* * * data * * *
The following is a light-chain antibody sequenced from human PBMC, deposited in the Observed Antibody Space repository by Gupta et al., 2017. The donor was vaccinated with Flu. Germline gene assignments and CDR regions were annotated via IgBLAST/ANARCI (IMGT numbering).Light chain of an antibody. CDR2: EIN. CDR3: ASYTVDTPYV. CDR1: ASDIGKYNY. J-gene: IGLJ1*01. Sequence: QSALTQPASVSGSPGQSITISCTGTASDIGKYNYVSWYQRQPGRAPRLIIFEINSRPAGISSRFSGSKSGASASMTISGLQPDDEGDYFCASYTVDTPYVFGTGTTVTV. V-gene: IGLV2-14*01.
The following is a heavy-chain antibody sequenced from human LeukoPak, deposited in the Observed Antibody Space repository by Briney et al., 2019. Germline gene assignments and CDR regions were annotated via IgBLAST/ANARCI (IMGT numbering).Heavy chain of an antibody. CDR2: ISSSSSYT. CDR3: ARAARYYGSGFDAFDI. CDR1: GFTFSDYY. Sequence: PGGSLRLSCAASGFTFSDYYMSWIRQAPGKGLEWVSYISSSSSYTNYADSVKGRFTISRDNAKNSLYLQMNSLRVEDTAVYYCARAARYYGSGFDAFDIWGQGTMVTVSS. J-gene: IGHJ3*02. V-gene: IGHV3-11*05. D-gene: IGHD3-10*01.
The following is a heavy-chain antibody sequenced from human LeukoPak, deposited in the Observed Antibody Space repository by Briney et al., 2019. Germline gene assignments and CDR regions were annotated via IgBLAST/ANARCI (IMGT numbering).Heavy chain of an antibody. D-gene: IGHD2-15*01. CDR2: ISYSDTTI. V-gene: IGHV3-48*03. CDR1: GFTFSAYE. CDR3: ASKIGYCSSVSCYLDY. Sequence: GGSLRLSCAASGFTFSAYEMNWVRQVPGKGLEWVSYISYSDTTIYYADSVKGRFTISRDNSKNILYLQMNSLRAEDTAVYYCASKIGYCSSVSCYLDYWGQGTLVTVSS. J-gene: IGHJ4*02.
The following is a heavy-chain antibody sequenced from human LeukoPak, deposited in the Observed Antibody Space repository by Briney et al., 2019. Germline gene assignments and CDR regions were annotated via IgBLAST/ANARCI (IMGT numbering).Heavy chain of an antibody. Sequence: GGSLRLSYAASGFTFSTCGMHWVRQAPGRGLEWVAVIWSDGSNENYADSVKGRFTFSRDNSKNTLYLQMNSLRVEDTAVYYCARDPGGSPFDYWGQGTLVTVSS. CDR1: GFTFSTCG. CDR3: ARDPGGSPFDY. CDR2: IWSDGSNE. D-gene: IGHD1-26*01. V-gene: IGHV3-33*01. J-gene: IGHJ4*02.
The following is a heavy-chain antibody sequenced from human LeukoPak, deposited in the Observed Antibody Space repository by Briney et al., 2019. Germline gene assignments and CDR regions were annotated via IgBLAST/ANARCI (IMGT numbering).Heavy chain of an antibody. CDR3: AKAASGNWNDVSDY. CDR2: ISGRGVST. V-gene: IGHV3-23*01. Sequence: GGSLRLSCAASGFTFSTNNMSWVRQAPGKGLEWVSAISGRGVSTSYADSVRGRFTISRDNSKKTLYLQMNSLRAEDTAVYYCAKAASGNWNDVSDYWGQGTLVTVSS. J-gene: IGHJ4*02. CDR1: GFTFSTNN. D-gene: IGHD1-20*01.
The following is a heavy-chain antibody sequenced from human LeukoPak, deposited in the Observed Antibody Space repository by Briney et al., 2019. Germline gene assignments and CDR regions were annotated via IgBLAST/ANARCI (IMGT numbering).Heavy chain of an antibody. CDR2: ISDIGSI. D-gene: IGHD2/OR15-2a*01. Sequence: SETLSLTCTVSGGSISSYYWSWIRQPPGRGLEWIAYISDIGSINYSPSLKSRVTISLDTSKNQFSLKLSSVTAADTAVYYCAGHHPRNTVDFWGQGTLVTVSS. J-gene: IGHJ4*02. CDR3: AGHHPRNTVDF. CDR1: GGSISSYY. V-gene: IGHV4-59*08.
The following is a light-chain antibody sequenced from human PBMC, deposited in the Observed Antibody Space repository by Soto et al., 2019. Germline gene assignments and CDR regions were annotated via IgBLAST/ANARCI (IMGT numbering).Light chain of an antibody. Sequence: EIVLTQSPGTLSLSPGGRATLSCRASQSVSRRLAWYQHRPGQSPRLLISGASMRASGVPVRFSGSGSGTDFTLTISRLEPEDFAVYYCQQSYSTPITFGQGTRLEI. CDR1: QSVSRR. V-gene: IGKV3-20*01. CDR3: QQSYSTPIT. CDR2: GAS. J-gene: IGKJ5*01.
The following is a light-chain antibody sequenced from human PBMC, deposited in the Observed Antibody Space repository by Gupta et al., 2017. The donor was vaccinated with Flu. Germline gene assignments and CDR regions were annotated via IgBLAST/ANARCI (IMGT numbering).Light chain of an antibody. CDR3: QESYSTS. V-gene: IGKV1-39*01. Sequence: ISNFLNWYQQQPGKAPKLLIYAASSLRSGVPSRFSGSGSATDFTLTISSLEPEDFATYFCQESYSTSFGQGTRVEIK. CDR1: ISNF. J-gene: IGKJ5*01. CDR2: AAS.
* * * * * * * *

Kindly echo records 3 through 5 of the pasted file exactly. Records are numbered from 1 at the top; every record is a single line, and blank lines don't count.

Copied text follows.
The following is a heavy-chain antibody sequenced from human LeukoPak, deposited in the Observed Antibody Space repository by Briney et al., 2019. Germline gene assignments and CDR regions were annotated via IgBLAST/ANARCI (IMGT numbering).Heavy chain of an antibody. D-gene: IGHD2-15*01. CDR2: ISYSDTTI. V-gene: IGHV3-48*03. CDR1: GFTFSAYE. CDR3: ASKIGYCSSVSCYLDY. Sequence: GGSLRLSCAASGFTFSAYEMNWVRQVPGKGLEWVSYISYSDTTIYYADSVKGRFTISRDNSKNILYLQMNSLRAEDTAVYYCASKIGYCSSVSCYLDYWGQGTLVTVSS. J-gene: IGHJ4*02.
The following is a heavy-chain antibody sequenced from human LeukoPak, deposited in the Observed Antibody Space repository by Briney et al., 2019. Germline gene assignments and CDR regions were annotated via IgBLAST/ANARCI (IMGT numbering).Heavy chain of an antibody. Sequence: GGSLRLSYAASGFTFSTCGMHWVRQAPGRGLEWVAVIWSDGSNENYADSVKGRFTFSRDNSKNTLYLQMNSLRVEDTAVYYCARDPGGSPFDYWGQGTLVTVSS. CDR1: GFTFSTCG. CDR3: ARDPGGSPFDY. CDR2: IWSDGSNE. D-gene: IGHD1-26*01. V-gene: IGHV3-33*01. J-gene: IGHJ4*02.
The following is a heavy-chain antibody sequenced from human LeukoPak, deposited in the Observed Antibody Space repository by Briney et al., 2019. Germline gene assignments and CDR regions were annotated via IgBLAST/ANARCI (IMGT numbering).Heavy chain of an antibody. CDR3: AKAASGNWNDVSDY. CDR2: ISGRGVST. V-gene: IGHV3-23*01. Sequence: GGSLRLSCAASGFTFSTNNMSWVRQAPGKGLEWVSAISGRGVSTSYADSVRGRFTISRDNSKKTLYLQMNSLRAEDTAVYYCAKAASGNWNDVSDYWGQGTLVTVSS. J-gene: IGHJ4*02. CDR1: GFTFSTNN. D-gene: IGHD1-20*01.